BRCA1 and BRCA2 mutations are more common in certain populations (e.g., people of Ashkenazi Jewish descent) than others. Closer monitoring or prophylactic measures might be undertaken following positive tests (by genomic sequencing) for those mutations. Genomic studies are identifying other genetic variants of biomedical significance that are more common in people of specific regions and thus of people whose ancestry traces to those regions (e.g., Genovese et al. 2010). Continue reading
In a 2011 graduate course on “Gender, Race, and the Complexities of Science and Technology,” students were asked to add an annotated reference or resource (=person, organization…) to the evolving googledocs bibliography each week. (Annotations were to convey the article’s key points as well as its connection to the student’s own inquiries and interests.) The result is as follows: Continue reading
Idea: Genetic analysis has begun to identify genetic risk factors. We need to consider the social infrastructure needed to keep track of the genetic and environmental exposures with a view to useful epidemiological analysis and subsequent healthcare measures. Even in cases where the condition has a clear-cut link to a single changed gene and treatment is possible, there is complexity in sustaining that treatment.
For a few years this decade, genome-wide association studies seemed to hold promise for detecting genes related to diseases and for the invention of drug-based treatments.
But, 18 months ago, http://www.nytimes.com/2009/11/18/business/18gene.html?_r=1&scp=1&sq=decode&st=cse , A Genetics Company Fails, Its Research Too Complex
In 2009, Khoury et al. were concerned that the promises were not over-stated. Look at the table giving their quality control proposal.
In 2005, Frank cautions that epidemiology needs as much data about environmental factors as genes, but observes that the playing field is not level. (Give credit of you ever cite this powerpoint.)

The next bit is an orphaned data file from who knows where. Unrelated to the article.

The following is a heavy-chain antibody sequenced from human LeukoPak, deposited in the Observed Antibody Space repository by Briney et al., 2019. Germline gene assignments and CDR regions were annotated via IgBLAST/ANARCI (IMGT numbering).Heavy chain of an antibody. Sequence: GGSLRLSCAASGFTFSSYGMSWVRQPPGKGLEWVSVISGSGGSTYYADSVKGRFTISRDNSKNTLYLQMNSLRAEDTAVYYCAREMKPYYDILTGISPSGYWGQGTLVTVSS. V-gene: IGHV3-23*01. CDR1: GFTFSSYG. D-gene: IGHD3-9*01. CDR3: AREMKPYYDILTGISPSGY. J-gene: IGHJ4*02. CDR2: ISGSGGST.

Even for (rare) diseases governed by single genes, the path from genetic diagnosis to therapy is complicated as the poster-child case of PKU shows. From Taylor (2009):
- Diane Paul’s (1998) history of PKU screening describes, the certainty of severe retardation has been replaced by a chronic disease with a new set of problems. Screening of newborns became routine quite rapidly during the 1960s and 70s, but there remains an ongoing struggle in the USA to secure health insurance coverage for the special diet and to enlist family and peers to support PKU individuals staying on that diet through adolescence and into adulthood. For women who do not maintain the diet well and become pregnant, high levels of phenylalanine adversely affect the development of their non-PKU fetuses. This so-called maternal PKU is a public health concern that did not previously exist. In short, a more complex picture of development in a social environment is needed for anyone to make use of the knowledge that the fate of individuals with the PKU gene is not determined at birth.
This post’s readings deal with analysis of actual genes, whereas most of the previous post’s readings about heritability looked at variation in some observed trait. With the expanding role of genetic analysis comes the challenge of how to fit this into our healthcare system. Genetic risk factors associated with common diseases, individually may only have a weak risk-ratio, but combinations of these factors may, researchers hope, have a larger impact of the population.